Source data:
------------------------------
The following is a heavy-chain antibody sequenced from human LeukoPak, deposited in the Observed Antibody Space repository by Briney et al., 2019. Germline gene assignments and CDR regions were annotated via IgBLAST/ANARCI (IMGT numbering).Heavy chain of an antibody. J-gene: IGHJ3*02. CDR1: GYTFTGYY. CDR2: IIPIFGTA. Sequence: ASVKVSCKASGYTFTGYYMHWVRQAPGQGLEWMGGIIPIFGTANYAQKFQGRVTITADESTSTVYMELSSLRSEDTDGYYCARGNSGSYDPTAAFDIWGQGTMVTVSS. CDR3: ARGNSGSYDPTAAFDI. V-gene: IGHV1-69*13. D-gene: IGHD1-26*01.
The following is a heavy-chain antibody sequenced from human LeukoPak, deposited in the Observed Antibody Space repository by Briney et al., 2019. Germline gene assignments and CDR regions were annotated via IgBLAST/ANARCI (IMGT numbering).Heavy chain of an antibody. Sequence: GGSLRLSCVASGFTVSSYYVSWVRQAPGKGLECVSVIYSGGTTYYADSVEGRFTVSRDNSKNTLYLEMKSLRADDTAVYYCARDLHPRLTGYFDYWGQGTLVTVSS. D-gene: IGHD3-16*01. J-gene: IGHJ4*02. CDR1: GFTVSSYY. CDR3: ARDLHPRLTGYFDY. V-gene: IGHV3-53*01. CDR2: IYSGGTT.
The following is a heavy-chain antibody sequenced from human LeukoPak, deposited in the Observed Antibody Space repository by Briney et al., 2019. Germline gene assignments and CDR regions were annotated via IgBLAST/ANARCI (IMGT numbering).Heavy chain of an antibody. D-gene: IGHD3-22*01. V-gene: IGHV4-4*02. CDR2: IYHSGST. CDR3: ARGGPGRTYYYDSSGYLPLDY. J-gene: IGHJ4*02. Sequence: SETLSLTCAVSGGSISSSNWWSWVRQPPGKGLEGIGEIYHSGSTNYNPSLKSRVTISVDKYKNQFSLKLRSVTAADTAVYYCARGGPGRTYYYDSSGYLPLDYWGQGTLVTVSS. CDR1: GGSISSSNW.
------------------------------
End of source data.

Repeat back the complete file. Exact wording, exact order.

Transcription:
The following is a heavy-chain antibody sequenced from human LeukoPak, deposited in the Observed Antibody Space repository by Briney et al., 2019. Germline gene assignments and CDR regions were annotated via IgBLAST/ANARCI (IMGT numbering).Heavy chain of an antibody. J-gene: IGHJ3*02. CDR1: GYTFTGYY. CDR2: IIPIFGTA. Sequence: ASVKVSCKASGYTFTGYYMHWVRQAPGQGLEWMGGIIPIFGTANYAQKFQGRVTITADESTSTVYMELSSLRSEDTDGYYCARGNSGSYDPTAAFDIWGQGTMVTVSS. CDR3: ARGNSGSYDPTAAFDI. V-gene: IGHV1-69*13. D-gene: IGHD1-26*01.
The following is a heavy-chain antibody sequenced from human LeukoPak, deposited in the Observed Antibody Space repository by Briney et al., 2019. Germline gene assignments and CDR regions were annotated via IgBLAST/ANARCI (IMGT numbering).Heavy chain of an antibody. Sequence: GGSLRLSCVASGFTVSSYYVSWVRQAPGKGLECVSVIYSGGTTYYADSVEGRFTVSRDNSKNTLYLEMKSLRADDTAVYYCARDLHPRLTGYFDYWGQGTLVTVSS. D-gene: IGHD3-16*01. J-gene: IGHJ4*02. CDR1: GFTVSSYY. CDR3: ARDLHPRLTGYFDY. V-gene: IGHV3-53*01. CDR2: IYSGGTT.
The following is a heavy-chain antibody sequenced from human LeukoPak, deposited in the Observed Antibody Space repository by Briney et al., 2019. Germline gene assignments and CDR regions were annotated via IgBLAST/ANARCI (IMGT numbering).Heavy chain of an antibody. D-gene: IGHD3-22*01. V-gene: IGHV4-4*02. CDR2: IYHSGST. CDR3: ARGGPGRTYYYDSSGYLPLDY. J-gene: IGHJ4*02. Sequence: SETLSLTCAVSGGSISSSNWWSWVRQPPGKGLEGIGEIYHSGSTNYNPSLKSRVTISVDKYKNQFSLKLRSVTAADTAVYYCARGGPGRTYYYDSSGYLPLDYWGQGTLVTVSS. CDR1: GGSISSSNW.